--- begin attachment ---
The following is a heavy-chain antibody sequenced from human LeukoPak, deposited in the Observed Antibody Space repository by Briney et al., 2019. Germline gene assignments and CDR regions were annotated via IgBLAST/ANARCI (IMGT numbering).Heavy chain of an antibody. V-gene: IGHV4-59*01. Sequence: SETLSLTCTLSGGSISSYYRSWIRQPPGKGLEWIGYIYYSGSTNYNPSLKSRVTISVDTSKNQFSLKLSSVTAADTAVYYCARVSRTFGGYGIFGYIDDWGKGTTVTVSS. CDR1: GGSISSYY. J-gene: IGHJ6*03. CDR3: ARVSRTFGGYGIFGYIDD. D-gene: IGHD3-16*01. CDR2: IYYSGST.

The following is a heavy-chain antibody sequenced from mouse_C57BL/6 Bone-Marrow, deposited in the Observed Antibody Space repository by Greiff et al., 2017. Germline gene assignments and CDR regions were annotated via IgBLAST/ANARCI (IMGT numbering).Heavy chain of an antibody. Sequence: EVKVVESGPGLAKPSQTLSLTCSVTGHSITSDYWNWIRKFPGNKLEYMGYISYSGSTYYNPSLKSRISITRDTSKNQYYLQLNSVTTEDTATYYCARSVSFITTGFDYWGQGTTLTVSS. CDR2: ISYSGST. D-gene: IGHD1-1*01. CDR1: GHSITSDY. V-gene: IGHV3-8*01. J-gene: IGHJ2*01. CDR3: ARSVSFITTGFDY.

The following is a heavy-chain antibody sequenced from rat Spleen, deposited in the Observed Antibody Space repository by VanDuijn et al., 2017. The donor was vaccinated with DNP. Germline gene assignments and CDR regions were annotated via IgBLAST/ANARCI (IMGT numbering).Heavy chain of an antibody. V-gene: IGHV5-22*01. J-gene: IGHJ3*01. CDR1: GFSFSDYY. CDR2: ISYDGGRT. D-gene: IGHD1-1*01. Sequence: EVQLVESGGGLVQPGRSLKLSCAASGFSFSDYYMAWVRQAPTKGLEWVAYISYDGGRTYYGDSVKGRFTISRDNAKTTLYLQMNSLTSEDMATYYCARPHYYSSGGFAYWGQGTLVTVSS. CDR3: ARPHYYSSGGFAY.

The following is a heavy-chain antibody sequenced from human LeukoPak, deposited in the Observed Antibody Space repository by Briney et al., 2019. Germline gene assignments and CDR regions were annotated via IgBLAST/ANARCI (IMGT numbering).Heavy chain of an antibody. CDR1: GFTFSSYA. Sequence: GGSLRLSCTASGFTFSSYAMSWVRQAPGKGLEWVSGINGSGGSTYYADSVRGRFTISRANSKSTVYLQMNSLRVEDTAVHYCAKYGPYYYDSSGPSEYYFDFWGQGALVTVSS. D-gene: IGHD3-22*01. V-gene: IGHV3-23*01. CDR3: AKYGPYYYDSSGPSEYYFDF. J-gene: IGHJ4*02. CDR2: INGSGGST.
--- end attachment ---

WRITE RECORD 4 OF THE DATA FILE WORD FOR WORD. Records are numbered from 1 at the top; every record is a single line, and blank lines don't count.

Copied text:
The following is a heavy-chain antibody sequenced from human LeukoPak, deposited in the Observed Antibody Space repository by Briney et al., 2019. Germline gene assignments and CDR regions were annotated via IgBLAST/ANARCI (IMGT numbering).Heavy chain of an antibody. CDR1: GFTFSSYA. Sequence: GGSLRLSCTASGFTFSSYAMSWVRQAPGKGLEWVSGINGSGGSTYYADSVRGRFTISRANSKSTVYLQMNSLRVEDTAVHYCAKYGPYYYDSSGPSEYYFDFWGQGALVTVSS. D-gene: IGHD3-22*01. V-gene: IGHV3-23*01. CDR3: AKYGPYYYDSSGPSEYYFDF. J-gene: IGHJ4*02. CDR2: INGSGGST.